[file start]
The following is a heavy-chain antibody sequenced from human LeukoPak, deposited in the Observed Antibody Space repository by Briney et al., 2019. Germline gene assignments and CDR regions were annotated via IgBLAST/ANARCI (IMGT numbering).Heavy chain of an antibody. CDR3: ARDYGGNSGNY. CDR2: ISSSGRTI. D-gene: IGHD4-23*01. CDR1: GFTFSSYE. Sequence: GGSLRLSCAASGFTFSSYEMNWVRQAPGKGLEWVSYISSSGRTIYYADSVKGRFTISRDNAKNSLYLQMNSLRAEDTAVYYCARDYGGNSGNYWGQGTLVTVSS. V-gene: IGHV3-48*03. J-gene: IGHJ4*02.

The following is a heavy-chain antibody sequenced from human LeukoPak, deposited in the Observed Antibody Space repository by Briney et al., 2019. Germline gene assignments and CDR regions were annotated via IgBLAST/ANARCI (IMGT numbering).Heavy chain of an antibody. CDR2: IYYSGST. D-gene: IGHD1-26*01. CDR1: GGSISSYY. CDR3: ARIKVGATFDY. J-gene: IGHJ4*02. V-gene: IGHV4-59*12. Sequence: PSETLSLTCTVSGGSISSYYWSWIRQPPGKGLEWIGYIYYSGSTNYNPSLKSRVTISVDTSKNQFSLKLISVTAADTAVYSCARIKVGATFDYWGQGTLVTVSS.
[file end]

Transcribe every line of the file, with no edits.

The following is a heavy-chain antibody sequenced from human LeukoPak, deposited in the Observed Antibody Space repository by Briney et al., 2019. Germline gene assignments and CDR regions were annotated via IgBLAST/ANARCI (IMGT numbering).Heavy chain of an antibody. CDR3: ARDYGGNSGNY. CDR2: ISSSGRTI. D-gene: IGHD4-23*01. CDR1: GFTFSSYE. Sequence: GGSLRLSCAASGFTFSSYEMNWVRQAPGKGLEWVSYISSSGRTIYYADSVKGRFTISRDNAKNSLYLQMNSLRAEDTAVYYCARDYGGNSGNYWGQGTLVTVSS. V-gene: IGHV3-48*03. J-gene: IGHJ4*02.

The following is a heavy-chain antibody sequenced from human LeukoPak, deposited in the Observed Antibody Space repository by Briney et al., 2019. Germline gene assignments and CDR regions were annotated via IgBLAST/ANARCI (IMGT numbering).Heavy chain of an antibody. CDR2: IYYSGST. D-gene: IGHD1-26*01. CDR1: GGSISSYY. CDR3: ARIKVGATFDY. J-gene: IGHJ4*02. V-gene: IGHV4-59*12. Sequence: PSETLSLTCTVSGGSISSYYWSWIRQPPGKGLEWIGYIYYSGSTNYNPSLKSRVTISVDTSKNQFSLKLISVTAADTAVYSCARIKVGATFDYWGQGTLVTVSS.